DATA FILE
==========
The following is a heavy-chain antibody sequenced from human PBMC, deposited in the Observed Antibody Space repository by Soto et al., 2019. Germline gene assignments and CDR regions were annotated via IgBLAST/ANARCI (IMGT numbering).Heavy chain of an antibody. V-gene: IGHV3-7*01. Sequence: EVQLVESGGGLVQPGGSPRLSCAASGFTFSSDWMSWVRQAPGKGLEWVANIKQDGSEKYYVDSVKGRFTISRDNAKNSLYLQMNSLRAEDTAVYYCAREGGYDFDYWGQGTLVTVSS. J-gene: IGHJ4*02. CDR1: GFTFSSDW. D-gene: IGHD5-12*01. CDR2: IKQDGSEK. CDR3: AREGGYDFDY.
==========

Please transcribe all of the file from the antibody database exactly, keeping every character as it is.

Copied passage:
The following is a heavy-chain antibody sequenced from human PBMC, deposited in the Observed Antibody Space repository by Soto et al., 2019. Germline gene assignments and CDR regions were annotated via IgBLAST/ANARCI (IMGT numbering).Heavy chain of an antibody. V-gene: IGHV3-7*01. Sequence: EVQLVESGGGLVQPGGSPRLSCAASGFTFSSDWMSWVRQAPGKGLEWVANIKQDGSEKYYVDSVKGRFTISRDNAKNSLYLQMNSLRAEDTAVYYCAREGGYDFDYWGQGTLVTVSS. J-gene: IGHJ4*02. CDR1: GFTFSSDW. D-gene: IGHD5-12*01. CDR2: IKQDGSEK. CDR3: AREGGYDFDY.